Reflection of Willy Brandt lettering on glass façade
Reflection of Willy Brandt lettering on glass façade

Berlin Tegel

Flughafen Tegel


On 4 May 2021, midnight, the operating permit for TXL ends, Tegel Airport is no longer a commercial airport. According to the notice on the revocation of the operating permit by the Senate, Tegel must be closed after six months after the southern runway of BER has been put into operation. Air traffic at Tegel ended on 8 November 2020 with the last take-off of an Air France aircraft to Paris, after which the airport was in a "dormant state". All flight operations functions remained, but aircraft no longer took off or landed there. The airport site with its 130 buildings and facilities will be completely returned to the owners, the state of Berlin and the federal government, by the beginning of August 2021. The Tegel-Projekt GmbH is responsible for the subsequent use of the airport site.


The corona pandemic paralyses global air traffic and poses unprecedented challenges to all parties involved. Lockdowns and travel restrictions around the world freeze operations at the beginning of the year and not only at Tegel. The effects of COVID-19 are clearly noticeable in the first half of the year: compared to the previous year, around 70 per cent fewer passengers are handled by August – almost 5 million passengers use Tegel Airport.
Tegel Airport will be closed with the commissioning of Berlin Brandenburg Airport (BER): on 8 November 2020 an Air France aircraft took off for the last time from the airport in north-west Berlin.


The airport location in Berlin records a record number of passengers for the ninth time in a row. A record number is also achieved at Tegel with 24.2 million passengers.


Passenger volume continues to grow and increases to around 22 million passengers. At the same time, easyJet significantly expands its presence in Berlin and lands at Tegel for the first time in January 2018.


On 27 October, airberlin, until then the largest airline in Berlin, ceases flight operations. Air Berlin's insolvency has only a slight effect on passenger numbers: Just under 20.5 million passengers fly to and from Tegel this year.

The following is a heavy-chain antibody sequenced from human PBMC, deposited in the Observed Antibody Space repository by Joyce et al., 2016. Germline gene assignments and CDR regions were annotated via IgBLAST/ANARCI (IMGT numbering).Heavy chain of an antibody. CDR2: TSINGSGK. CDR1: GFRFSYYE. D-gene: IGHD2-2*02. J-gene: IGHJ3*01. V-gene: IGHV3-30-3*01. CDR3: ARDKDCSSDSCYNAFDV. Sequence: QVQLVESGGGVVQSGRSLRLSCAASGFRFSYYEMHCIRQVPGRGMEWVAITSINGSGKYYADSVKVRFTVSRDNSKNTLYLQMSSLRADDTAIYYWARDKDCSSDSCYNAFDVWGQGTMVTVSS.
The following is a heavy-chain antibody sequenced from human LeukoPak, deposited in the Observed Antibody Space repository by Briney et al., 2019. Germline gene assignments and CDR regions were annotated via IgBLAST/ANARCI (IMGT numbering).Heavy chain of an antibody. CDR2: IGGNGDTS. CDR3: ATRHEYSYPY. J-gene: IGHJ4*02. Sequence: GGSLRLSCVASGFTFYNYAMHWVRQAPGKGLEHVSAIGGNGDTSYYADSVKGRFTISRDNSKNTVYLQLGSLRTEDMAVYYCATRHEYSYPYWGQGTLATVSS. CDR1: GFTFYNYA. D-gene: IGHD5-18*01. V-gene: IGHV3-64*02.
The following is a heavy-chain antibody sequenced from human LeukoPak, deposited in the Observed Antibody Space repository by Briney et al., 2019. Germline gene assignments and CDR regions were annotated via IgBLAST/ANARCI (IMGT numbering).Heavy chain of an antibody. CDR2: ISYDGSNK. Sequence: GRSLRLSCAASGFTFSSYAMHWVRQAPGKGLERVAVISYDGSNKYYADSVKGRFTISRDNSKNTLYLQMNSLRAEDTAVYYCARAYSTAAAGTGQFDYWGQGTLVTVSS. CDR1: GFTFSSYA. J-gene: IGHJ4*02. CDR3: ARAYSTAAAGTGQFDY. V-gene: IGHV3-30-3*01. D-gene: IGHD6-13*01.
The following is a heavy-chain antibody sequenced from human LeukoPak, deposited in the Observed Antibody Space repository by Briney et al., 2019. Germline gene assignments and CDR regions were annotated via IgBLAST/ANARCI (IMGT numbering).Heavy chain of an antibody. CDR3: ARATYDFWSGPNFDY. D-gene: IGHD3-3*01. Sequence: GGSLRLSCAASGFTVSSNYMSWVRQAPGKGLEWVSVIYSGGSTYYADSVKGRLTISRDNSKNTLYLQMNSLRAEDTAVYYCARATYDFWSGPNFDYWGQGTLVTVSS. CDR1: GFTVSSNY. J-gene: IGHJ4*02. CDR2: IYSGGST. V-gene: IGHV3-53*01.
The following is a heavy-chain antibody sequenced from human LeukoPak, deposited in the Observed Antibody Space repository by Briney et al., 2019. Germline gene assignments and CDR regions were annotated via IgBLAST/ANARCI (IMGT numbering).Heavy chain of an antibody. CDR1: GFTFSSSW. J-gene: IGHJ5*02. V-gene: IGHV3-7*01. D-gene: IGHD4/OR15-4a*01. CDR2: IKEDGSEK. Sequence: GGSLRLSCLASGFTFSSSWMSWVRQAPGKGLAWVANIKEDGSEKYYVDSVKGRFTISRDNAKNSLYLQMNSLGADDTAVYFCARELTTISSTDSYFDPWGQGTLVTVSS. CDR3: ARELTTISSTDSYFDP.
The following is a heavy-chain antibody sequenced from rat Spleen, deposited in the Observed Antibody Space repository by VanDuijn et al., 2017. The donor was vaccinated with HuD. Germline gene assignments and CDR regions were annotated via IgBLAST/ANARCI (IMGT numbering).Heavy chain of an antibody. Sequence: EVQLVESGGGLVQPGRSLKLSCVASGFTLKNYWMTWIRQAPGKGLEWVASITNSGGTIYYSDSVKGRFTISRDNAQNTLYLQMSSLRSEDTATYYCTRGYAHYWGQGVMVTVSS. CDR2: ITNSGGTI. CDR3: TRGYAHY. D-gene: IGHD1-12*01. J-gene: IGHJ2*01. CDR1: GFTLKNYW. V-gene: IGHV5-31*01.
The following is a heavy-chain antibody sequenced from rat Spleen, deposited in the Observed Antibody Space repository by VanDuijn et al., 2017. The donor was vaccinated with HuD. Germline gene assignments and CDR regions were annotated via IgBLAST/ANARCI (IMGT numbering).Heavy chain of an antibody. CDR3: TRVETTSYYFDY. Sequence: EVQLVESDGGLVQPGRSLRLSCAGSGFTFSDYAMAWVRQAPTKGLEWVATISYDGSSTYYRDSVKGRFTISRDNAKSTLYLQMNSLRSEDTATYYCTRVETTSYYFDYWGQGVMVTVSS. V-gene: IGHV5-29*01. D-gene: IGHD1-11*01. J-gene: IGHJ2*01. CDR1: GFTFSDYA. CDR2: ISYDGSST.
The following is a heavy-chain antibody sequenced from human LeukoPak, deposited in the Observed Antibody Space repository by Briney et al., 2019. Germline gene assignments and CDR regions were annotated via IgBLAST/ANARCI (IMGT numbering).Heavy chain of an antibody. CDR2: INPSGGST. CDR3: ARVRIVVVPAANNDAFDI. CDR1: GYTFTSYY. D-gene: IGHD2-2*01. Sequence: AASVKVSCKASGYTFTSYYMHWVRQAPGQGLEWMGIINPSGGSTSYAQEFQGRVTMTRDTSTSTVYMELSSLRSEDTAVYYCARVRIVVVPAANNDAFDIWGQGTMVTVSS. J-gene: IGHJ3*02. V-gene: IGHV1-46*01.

New flight connections from Tegel. A total of 81 airlines now connect Berlin and Brandenburg with 177 destinations in 54 countries.


The south runway is refurbished, the sprinkler tank is replaced and a new cooling system for a pleasant climate in the passenger terminals.


Berlin Tegel celebrates its 40th birthday. The airport has preserved its trademark over the years and continues to stand for short routes and easy travel.


Berlin air traffic records record growth of handled passengers. At Tegel, figures rise by almost 8 percent to 19.5 million passengers.


The airport will remain in operation until the opening of the Berlin Brandenburg Airport (BER) and this year, it will record over 18.1 million passengers.


With a passenger volume of 16.9 million passengers, the airport will be further expanded: another 1,200 square metre handling area is being built at Terminal C as a lightweight construction with space for three aircraft.


Air Berlin continues to develop Tegel Airport into its hub.


In September, an extension to Terminal C is put into operation. The building is used for a majority of non-Schengen traffic to Russia and Turkey.


For the first time, there are direct flights from Tegel to Beijing. In total, almost 14.5 million passengers are handled at the airport. Meanwhile, the "Tegel Project Group" is working on proposals for the subsequent use of the site. A research and industrial park with green technologies of the future is to be built. In addition, residential buildings, nature and forest areas are to be built on the site.


The shareholders Berlin, Brandenburg and the Federal Government decide to build Berlin Brandenburg International Airport (BBI), today Berlin Brandenburg Airport (BER), on the area of Schönefeld Airport. Tegel and Tempelhof airports will be closed in return.


As part of German reunification, all restrictions for the Berlin airspace are lifted and German airlines can now fly to Tegel.


Tegel becomes Berlin’s most important passenger airport


Tempelhof Airport reaches maximum capacity, and from 1968 on many charter flight airlines move their services to Tegel.


Pan American World Airways (PanAm) commences regular commercial flights to Tegel.


Air France starts the first regular commercial service to Tegel.


Slightly more than a month after the start of the Berlin blockade, the French occupied forces agree to the construction of a new airport in their sector, which is to help the Berlin Airlift. In a record time of only 90 days an airport is built on the former military training site; it has a runway of 2428 metres, which at the time was the longest in Europe. The first aircraft lands here on 5 November 1948.


The site and all buildings on it are severely damaged by bombs. The local authorities plan to establish an allotment colony here to alleviate the housing shortage in Berlin.


During the Second World War the former rocket testing ground becomes a military training ground for the air force.


The Tegel rocket testing site is forced to close due to an unpaid water bill.


A rocket-testing facility is built at Tegel for developing and testing liquid fuel rockets.


The Treaty of Versailles prohibits Germany from having armed aircraft. Work in Tegel stops and the airship hangar built in 1906 is demolished.


The area becomes a military training ground for aerial reconnaissance crews.


An airship hangar is built.


Barracks are built in Jungfernheide for an airship battalion, and experiments start on various designs for dirigibles (Parseval and Groß-Basenach type airships).


The forests of Charlottenburg and Tegel are merged to form the estates of Tegeler Forst and Jungfernheide. Later, Tegel is used as an artillery firing range for the military.